The US Postal Service recently awarded TuSimple self-driving trucks the contract to haul mail and packages from the USPS trailers to different areas in the US. Starting today, self-driving trucks are on a two-week pilot with the firm's vehicles making five round trips. The trips will cover around 1,000 miles between the postal service distribution centers in Dallas, Texas and Phoenix, Arizona. During the pilot run, each self-driving truck will run for 22 hours, which includes overnight driving along highways.
According to TuSimple, its self-driving trucks will start hauling mail from Arizona to Texas to see how the technology could improve delivery costs and times. On Tuesday, the US Postal Service initiated the two-week test transporting mails and packages across three US Southwestern states using self-driving trucks. This is the USPS' way of commercializing freight hauling using autonomous vehicle technology.
During the two-week pilot run, an engineer will be on the passenger seat, and a safety driving will sit behind the wheel get involved if necessary. If successful, the pilot program will mark as the latest achievement for the autonomous driving industry. It will also signify a potential solution to the regulatory restrictions and the driver shortage currently faced by freight haulers all over the country.
The US Postal Service and TuSimple declined to reveal the total cost of the program but according to the USPS spokesman, no taxpayers' money was used. Instead, the agency depends on the revenue generated from postage sales and several other products. TuSimple recently raised around $178 million through private financing. This includes financing coming from Chinese online media Sina Corporation and from the popular chipmaker, Nvidia Corporation.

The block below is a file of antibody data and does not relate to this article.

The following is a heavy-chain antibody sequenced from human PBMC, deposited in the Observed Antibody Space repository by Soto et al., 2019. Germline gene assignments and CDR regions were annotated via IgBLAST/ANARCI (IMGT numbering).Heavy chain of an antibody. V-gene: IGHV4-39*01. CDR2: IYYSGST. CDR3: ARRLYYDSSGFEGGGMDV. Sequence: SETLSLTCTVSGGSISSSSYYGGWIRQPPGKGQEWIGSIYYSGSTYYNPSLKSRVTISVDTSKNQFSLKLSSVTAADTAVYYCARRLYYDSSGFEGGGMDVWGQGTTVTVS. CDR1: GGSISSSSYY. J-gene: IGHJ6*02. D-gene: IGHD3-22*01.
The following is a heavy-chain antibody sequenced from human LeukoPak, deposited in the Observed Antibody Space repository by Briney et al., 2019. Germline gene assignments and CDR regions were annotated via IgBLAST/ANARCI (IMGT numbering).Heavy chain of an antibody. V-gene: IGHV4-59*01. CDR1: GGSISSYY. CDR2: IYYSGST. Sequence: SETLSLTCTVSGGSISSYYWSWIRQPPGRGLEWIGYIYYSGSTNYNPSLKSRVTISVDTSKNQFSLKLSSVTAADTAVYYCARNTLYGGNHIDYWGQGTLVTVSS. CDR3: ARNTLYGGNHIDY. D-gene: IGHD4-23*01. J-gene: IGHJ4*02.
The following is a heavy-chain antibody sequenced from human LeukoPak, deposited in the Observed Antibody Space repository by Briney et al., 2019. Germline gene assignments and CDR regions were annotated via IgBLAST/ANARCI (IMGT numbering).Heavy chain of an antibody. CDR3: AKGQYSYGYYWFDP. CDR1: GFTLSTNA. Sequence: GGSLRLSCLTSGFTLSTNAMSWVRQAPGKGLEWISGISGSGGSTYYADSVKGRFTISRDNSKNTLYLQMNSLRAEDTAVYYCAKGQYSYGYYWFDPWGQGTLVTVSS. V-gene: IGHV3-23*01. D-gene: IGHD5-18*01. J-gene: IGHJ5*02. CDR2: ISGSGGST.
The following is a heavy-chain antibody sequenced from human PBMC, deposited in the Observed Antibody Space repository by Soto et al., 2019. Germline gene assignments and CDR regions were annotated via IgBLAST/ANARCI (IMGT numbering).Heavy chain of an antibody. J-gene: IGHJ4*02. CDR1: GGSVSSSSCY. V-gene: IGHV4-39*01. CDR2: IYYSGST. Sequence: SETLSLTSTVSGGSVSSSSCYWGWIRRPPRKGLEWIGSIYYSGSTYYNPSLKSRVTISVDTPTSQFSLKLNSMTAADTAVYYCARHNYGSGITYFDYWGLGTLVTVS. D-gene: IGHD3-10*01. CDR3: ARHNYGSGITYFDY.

The main objective of the program is to eliminate the need for a driver, which in turn will free freight hauler and shippers from the current constraints of a waning shortage of drivers. According to the American Trucking Associations by 2024, the US will have a shortage of approximately 174,500 drivers because of the difficulty of enticing younger drivers and the aging workforce.
The US Postal Service's partnership with TuSimple's self-driving trucks follows the entry of Einride, the Swedish company that started its freight delivery using driverless electric trucks on a public road last week. These recent developments are in contrast with the efforts of several robotaxi companies like Drive.ai, Uber Technologies Inc., and General Motors' Cruise. These companies tripped in developing self-driving vehicles that can respond and anticipate to humans and explore urban areas in a technologically challenging and expensive act.